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Civic Wars: Democracy and Public Life in the American City during the…

de Mary P. Ryan

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The near extinction of civic life in American cities has been proclaimed for many years. Today, multiculturalism and political correctness are deemed the villains. Yet in the nineteenth century, at the apex of public processions, ceremonies, and civic celebrations, American cities were arguably as full of cultural differences and as fractured by social and economic changes as any metropolis today. To investigate how their citizens formed an integral public culture despite their heterogeneity, Mary Ryan, an award-winning scholar of the nineteenth century, began her research for this book. Quite unexpectedly, she found not harmonious communities but nearly incessant civic conflict which, she argues, erupted into full-scale municipal warfare even before the onset of the War between the States. Locating her study in New York, New Orleans, and San Francisco, Ryan analyzes these conflicts on spatial, ceremonial, and political planes. The story begins in 1825 with an account of how the residents of antebellum cities created a democratic political culture out of multifarious differences. It quickly turns to the trials, failures, and reversals of the democratic experiment that characterized the 1850s and 1860s. When the Civil War ended in 1865, Ryan demonstrates, the people of these cities recast their differences as bolder division, especially those of race and gender, and sometimes class as well. In the end, Ryan reclaims this tumultuous urban history as the durable crucible of democracy. Through her graceful and powerful narrative of the fate of public life in the last century, she discovers the foundations of America's resilient democratic culture.… (mais)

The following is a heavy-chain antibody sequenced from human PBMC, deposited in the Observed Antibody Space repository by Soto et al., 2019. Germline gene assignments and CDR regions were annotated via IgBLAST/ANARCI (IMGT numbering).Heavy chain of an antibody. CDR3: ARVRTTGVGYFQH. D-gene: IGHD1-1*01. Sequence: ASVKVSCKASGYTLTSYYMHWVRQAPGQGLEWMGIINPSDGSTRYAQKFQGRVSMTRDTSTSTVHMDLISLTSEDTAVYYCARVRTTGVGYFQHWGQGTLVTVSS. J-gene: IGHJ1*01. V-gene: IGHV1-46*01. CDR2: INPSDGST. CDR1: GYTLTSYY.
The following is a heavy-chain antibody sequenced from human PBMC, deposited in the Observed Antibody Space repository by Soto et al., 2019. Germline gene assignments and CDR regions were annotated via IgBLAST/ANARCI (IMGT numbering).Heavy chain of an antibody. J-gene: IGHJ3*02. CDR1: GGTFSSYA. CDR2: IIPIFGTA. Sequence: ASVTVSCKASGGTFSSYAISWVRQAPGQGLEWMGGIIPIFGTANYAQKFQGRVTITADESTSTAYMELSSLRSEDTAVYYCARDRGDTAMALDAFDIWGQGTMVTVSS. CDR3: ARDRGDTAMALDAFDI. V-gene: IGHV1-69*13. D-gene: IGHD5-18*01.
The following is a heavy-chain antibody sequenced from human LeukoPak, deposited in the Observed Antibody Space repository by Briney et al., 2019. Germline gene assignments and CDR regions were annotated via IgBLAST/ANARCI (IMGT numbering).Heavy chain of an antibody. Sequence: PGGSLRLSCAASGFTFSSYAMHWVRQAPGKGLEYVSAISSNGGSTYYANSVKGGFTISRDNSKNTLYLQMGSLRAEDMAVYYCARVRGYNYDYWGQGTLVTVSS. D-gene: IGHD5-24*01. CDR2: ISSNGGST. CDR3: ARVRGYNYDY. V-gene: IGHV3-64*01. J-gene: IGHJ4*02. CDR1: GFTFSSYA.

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The near extinction of civic life in American cities has been proclaimed for many years. Today, multiculturalism and political correctness are deemed the villains. Yet in the nineteenth century, at the apex of public processions, ceremonies, and civic celebrations, American cities were arguably as full of cultural differences and as fractured by social and economic changes as any metropolis today. To investigate how their citizens formed an integral public culture despite their heterogeneity, Mary Ryan, an award-winning scholar of the nineteenth century, began her research for this book. Quite unexpectedly, she found not harmonious communities but nearly incessant civic conflict which, she argues, erupted into full-scale municipal warfare even before the onset of the War between the States. Locating her study in New York, New Orleans, and San Francisco, Ryan analyzes these conflicts on spatial, ceremonial, and political planes. The story begins in 1825 with an account of how the residents of antebellum cities created a democratic political culture out of multifarious differences. It quickly turns to the trials, failures, and reversals of the democratic experiment that characterized the 1850s and 1860s. When the Civil War ended in 1865, Ryan demonstrates, the people of these cities recast their differences as bolder division, especially those of race and gender, and sometimes class as well. In the end, Ryan reclaims this tumultuous urban history as the durable crucible of democracy. Through her graceful and powerful narrative of the fate of public life in the last century, she discovers the foundations of America's resilient democratic culture.

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